Britain is reviewing its navy options in Gibraltar after an illegal incursion into its territorial waters on Monday, a Foreign Office minister has said.
Mark Simmonds told the Commons a Spanish state vessel, the RV Romon Margalef, was accompanied across the border by three Guardia Civil boats.
The vessel failed to leave Gibraltan waters for 22 hours despite requests, and was challenged by the Royal Navy.
Spain’s ambassador to the UK was called to the Foreign Office to explain.
Mr Simmonds said the Spanish vessel had come within 250 metres of the entrance to Gibraltar Harbour.
During the incident, the RV Ramon Margalef said it had been “carrying out oceanographic works” that were “of the European Community interest”.
Nothing off table
On Wednesday, Mr Simmonds was called to the Commons to answer an urgent question on Gibraltar by Conservative MP Bob Neill.
Mr Simmonds said an escalation of tensions was “in nobody’s interests”, and that it was a “political solution that is required to [end] this dispute”.
However, he added: “Of course, nothing is taken off the table. We constantly review the naval presence in and around Gibraltar and certainly we are doing so now.”
According to the United Nations Convention on the Law of the Sea, the waters around Gibraltar are indisputably British territorial waters.
But Spain disputes UK sovereignty over Gibraltar, a limestone outcrop known as the Rock near the southern tip of the Iberian peninsula, which has been ruled by Britain since 1713.
Mr Simmonds said the UK stood “ready to do whatever is required to protect Gibraltar’s sovereignty, economy and security”.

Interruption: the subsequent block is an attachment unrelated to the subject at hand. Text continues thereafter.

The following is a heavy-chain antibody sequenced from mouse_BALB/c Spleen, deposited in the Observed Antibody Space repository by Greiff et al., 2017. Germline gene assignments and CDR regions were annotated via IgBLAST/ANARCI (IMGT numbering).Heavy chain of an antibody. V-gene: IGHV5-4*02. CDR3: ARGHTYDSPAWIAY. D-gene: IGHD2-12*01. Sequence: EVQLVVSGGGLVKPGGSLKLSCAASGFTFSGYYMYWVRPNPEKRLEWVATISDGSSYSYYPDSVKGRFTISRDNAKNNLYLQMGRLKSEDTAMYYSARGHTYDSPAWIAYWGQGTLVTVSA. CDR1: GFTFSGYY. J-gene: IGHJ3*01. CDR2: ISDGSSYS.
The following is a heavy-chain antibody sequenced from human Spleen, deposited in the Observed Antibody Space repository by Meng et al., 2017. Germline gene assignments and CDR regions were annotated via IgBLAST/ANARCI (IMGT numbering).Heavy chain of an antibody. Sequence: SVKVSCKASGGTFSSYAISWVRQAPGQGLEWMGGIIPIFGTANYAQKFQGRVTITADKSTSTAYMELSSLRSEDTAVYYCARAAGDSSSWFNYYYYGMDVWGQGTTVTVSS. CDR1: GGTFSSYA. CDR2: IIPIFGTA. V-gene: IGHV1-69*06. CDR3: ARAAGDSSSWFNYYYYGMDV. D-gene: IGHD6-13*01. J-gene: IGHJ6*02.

“We believe it is in the interests of Spain, Gibraltar and Britain to avoid incidents such as this which damage the prospects for establishing dialogue and co-operation,” he said.
Spain’s ambassador to the UK, Federico Trillo, was summoned to the Foreign Office on Tuesday where he met acting permanent under-secretary Matthew Rycroft, MPs were told.
It is the third time the Spanish ambassador has been publicly summoned over the conduct of Spain towards Gibraltar since Spanish Prime Minister Mariano Rajoy’s government took office in December 2011.
Mr Simmonds said that during the meeting, the Foreign Office had underlined the British government’s “serious concerns regarding this provocative and unlawful incursion by a Spanish-state research vessel”.
He also said the ambassador had been “again reminded of our continued concerns regarding border delays which continue on a near-daily basis”, as well as the UK’s desire for positive ad-hoc talks – proposed by the foreign secretary in 2012.
Last week, the European Commission ruled that checks by Spain at the Gibraltar border had not broken EU laws.
Madrid had imposed strict controls at the border that Britain and Gibraltar had argued were politically motivated.
Gibraltar said the strict checks came after it dropped 74 concrete blocks into the sea next to its territory, intended to create an artificial reef and encourage sea life to flourish.
Spain said the blocks would disrupt waters used by its fishing boats, but denied that the development had prompted its increased border checks.
It said stricter checks at the border were being enforced to combat tobacco smuggling to Spain from Gibraltar – where cigarettes are around 40% cheaper.